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I have a given DTD, i.e.

<!ELEMENT dblp (article|inproceedings|proceedings)*>
<!ENTITY % field "author|editor|title|booktitle|pages">

<!ELEMENT article       (%field;)*>
<!ATTLIST article
                    key CDATA #REQUIRED
                    mdate CDATA #IMPLIED
                    publtype CDATA #IMPLIED
                    reviewid CDATA #IMPLIED
                    rating CDATA #IMPLIED
>

I need to convert this to an XML form, i.e.

<element>
    <name>article</name>
    <attribues>
         <attr>key</attr>
         <attr>mdate</attr>
         ...
    </attributes>
</element>
...

I'd rather not parse the DTD myself. I was looking for a library, but most DOM/SAX libs handle XML only.. I did found NekoDTD, but it's almost 8yo and not updated...

So what do u recommend?

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Try a google search of "dtd parser" the top 4 hits are all open source dtd parsers for java. –  DwB Mar 6 '12 at 15:11
    
Which particular Java library do u recommend? I need smt that is available on public MVN repos –  Queequeg Mar 7 '12 at 6:40

2 Answers 2

Be aware that there is an infinity of valid XML files according to a given DTD. The framework you are looking for will just generate a small subset (but it may be sufficient for your purpose: what is it, anyway?)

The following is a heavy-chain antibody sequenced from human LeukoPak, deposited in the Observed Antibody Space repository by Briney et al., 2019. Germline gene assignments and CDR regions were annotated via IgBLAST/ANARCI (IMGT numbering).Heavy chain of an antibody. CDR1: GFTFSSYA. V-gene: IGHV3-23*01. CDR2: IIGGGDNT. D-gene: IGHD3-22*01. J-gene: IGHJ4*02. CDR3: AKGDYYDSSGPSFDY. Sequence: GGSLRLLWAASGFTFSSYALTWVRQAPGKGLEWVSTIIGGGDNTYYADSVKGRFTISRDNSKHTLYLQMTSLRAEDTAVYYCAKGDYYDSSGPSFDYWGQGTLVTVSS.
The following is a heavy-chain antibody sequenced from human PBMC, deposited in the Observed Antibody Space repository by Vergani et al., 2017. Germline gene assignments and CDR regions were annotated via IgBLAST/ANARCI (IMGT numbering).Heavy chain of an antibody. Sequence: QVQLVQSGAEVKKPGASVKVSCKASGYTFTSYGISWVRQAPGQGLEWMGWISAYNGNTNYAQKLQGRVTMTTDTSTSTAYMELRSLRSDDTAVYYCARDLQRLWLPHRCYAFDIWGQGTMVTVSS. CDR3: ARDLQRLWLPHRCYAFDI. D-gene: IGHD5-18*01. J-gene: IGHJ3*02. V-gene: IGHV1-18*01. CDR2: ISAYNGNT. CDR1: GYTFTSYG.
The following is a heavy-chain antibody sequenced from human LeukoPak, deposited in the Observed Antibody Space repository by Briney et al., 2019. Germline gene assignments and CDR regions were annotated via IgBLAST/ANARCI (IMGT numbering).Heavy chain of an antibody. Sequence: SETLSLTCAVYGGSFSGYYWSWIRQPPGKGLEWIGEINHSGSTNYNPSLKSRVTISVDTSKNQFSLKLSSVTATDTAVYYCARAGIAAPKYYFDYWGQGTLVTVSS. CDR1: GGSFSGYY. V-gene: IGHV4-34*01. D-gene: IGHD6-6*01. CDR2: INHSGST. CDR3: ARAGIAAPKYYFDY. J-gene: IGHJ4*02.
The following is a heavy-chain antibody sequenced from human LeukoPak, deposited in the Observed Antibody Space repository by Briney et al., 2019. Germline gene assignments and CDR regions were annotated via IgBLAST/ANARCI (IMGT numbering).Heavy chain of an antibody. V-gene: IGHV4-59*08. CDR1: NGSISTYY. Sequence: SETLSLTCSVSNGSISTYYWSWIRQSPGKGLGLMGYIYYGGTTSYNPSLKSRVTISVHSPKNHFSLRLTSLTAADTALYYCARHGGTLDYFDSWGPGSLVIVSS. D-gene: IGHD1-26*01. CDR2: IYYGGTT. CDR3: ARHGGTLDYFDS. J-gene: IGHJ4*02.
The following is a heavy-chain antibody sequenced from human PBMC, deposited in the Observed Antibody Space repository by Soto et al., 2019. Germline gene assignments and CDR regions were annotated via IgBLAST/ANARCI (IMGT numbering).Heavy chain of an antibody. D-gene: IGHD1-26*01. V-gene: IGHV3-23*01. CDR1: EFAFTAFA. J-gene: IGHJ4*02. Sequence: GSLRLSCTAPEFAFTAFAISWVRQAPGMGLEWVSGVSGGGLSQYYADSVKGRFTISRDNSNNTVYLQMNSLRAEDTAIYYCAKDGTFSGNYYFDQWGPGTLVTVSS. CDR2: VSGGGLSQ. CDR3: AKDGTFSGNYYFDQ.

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1  
this should be a comment. –  Woot4Moo Mar 6 '12 at 14:34
1  
I need to convert type definitions from a DTD to a more Java-Bean friendly XML form. Note - I dont need the DTD for validation of any XMLs whatsoever - I need it as a basis for type definitions in my app –  Queequeg Mar 6 '12 at 14:34

I need to convert type definitions from a DTD to a more Java-Bean friendly XML form.

You could use the JAXB XJC with the -dtd flag tool to generate a domain model from the DTD.

xjc -p blog.log4j -d out -dtd log4j.dtd

For More Information

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I do not need a class / an instance.. I need to produce an XML file :-( –  Queequeg Mar 7 '12 at 14:27
    
In your comment to the answer given by @Mentezza you stated you needed a Java-Bean friendly XML form. This answer describes how you could generate a Java-Bean model that could be used to produce the desired XML. If this isn't what you are looking for let me know and I will delete this answer. –  Blaise Doughan Mar 7 '12 at 14:32

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